Position of boundary: h r0 W A vs. r

Special considerations: Better accuracy for A may be obtained by using more terms in the series [5]; D is obtained from linear plot of W2 vs. t2 as slope/2

Figure 10.2 A sedimentation velocity pattern of /^-microglobulin in 0.08 M NaCl, 0.02 M sodium phosphate, pH 5.0 at 25°C at 52,000 rpm for 96 min. in a 1.2 cm cell. Initial concentration <0.3 mg mL-1. The points are experimental data, and the solid line is the best fit onto A vs. r model in Table 10.1. (Reprinted from [5] with permission.)

DISTANCE FROM CENTER OF ROTATION, cm

Figure 10.2 A sedimentation velocity pattern of /^-microglobulin in 0.08 M NaCl, 0.02 M sodium phosphate, pH 5.0 at 25°C at 52,000 rpm for 96 min. in a 1.2 cm cell. Initial concentration <0.3 mg mL-1. The points are experimental data, and the solid line is the best fit onto A vs. r model in Table 10.1. (Reprinted from [5] with permission.)

D201W = 1-37 X 10"6 cm2 s "'. Knowledge of these parameters allowed an estimation of M = 11,900.

Slow aggregation of proteins under conditions of storage is quite common and can lead to the presence of multiple boundaries in the sedimentation velocity experiment. These data can be modeled by summing the model for A vs. r in Table 10.1. This model is summarized in Table 10.2. An application of this model to bovine /^-microglobulin [5] showed that this

Table 10.2 Model for Analysis of Sedimentation Velocity Data for Samples Containing Two Macromolecules

Assumptions: Two macromolecules, or association; detection by absorbance or refractive index Regression equations: Position of boundary at t:

Series approximation to sum of two integrals of Gaussian peaks [2]

A = ht[ 1 - (0.30842847J1 + 0.0849713^ + 0.66276987^) exp(-A^)] + h2[ 1 - (0.3084284rj2 + 0.0849713r^ + 0.6627698tj|) exp(~ Xi)} Regression parameters: Data h\ h2 r0,i ro,i A vs. r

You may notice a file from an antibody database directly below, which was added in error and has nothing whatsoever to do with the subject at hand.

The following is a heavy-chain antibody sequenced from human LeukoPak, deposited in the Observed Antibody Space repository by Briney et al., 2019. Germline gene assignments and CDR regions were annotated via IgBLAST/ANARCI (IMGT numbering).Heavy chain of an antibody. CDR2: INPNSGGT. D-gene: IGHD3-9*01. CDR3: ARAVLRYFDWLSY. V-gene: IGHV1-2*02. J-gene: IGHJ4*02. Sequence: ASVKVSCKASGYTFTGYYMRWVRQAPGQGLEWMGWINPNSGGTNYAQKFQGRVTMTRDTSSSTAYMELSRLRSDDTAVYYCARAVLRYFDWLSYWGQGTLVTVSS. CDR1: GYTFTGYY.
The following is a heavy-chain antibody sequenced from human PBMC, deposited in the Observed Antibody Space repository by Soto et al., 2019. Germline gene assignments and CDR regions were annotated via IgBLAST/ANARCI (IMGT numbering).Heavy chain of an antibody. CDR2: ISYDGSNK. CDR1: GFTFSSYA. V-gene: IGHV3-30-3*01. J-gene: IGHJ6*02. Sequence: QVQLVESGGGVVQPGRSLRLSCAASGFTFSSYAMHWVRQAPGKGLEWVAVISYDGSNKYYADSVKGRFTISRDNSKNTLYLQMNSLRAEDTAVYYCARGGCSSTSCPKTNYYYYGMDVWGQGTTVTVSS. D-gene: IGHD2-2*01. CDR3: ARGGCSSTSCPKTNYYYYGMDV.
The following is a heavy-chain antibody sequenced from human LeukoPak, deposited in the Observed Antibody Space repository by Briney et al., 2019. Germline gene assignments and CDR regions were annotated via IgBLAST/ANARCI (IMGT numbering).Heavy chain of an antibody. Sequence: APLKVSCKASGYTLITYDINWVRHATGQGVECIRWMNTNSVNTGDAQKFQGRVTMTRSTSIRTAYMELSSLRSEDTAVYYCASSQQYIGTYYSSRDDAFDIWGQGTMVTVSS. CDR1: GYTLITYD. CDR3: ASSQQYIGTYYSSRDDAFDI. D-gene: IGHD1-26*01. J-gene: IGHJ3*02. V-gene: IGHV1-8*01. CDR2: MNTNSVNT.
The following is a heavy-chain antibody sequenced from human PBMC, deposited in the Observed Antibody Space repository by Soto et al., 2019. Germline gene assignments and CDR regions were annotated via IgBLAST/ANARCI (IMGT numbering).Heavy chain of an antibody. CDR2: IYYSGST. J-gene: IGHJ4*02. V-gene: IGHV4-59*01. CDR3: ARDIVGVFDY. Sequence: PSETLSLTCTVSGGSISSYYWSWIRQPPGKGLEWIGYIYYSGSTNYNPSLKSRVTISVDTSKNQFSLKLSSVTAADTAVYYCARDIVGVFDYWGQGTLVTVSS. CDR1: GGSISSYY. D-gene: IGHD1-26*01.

Special considerations: D is obtained from plot of W2 vs. t

Figure 10.3 A sedimentation velocity pattern of /^-microglobulin in 0.08 M NaCl, 0.02 M sodium phosphate after incubation for seven days at pH 5.0 at 25°C; 60,000 rpm for 40 min. in a 1.2 cm cell. The points are experimental data and the solid line is the best fit onto A vs. r model in Table 10.3. (Reprinted from [5] with permission.)

DISTANCE FROM CENTER OF ROTATION, cm

Figure 10.3 A sedimentation velocity pattern of /^-microglobulin in 0.08 M NaCl, 0.02 M sodium phosphate after incubation for seven days at pH 5.0 at 25°C; 60,000 rpm for 40 min. in a 1.2 cm cell. The points are experimental data and the solid line is the best fit onto A vs. r model in Table 10.3. (Reprinted from [5] with permission.)

protein dimerized when stored at 25°C for a week (Figure 10.3). The two sigmoid-shaped components are clearly seen, and the results of analysis of the r(t) vs. (t - t{]) for each of them is given in Table 10.3. These data were used to show that the radius of the aggregate defined by the Stokes-Einstein equation (eq. (6.15)) was twice that of the monomer.

The models in Tables 10.1 and 10.2 are appropriate for ultracentrifuge experiments in which either absorbance or refractive index is used as the method of detecting the moving boundary. The absorbance is directly related to the concentration of the macromolecule. Another major detection method uses Schlieren optics, which measures the concentration gradient dC/dr. When this method is used, the models for the shape of the boundary

Table 10,3 Parameters for Irreversible Aggregation of Bovine ß2-Microglobulin from Sedimentation Velocity Experiments [6]

Species |
S2CI,K> |
f'tf |
Stokes radius,' A |

Monomer |
1.21 |
1.56 |
17 |

Aggregate |
5.10 |
1.48 |
34 |

a Normalized frictional coefficient. b Computed as in [6].

a Normalized frictional coefficient. b Computed as in [6].

are the derivatives of those presented in Tables 10.1 and 10.2. The model for the velocity of the boundary is the same irrespective of the detection method.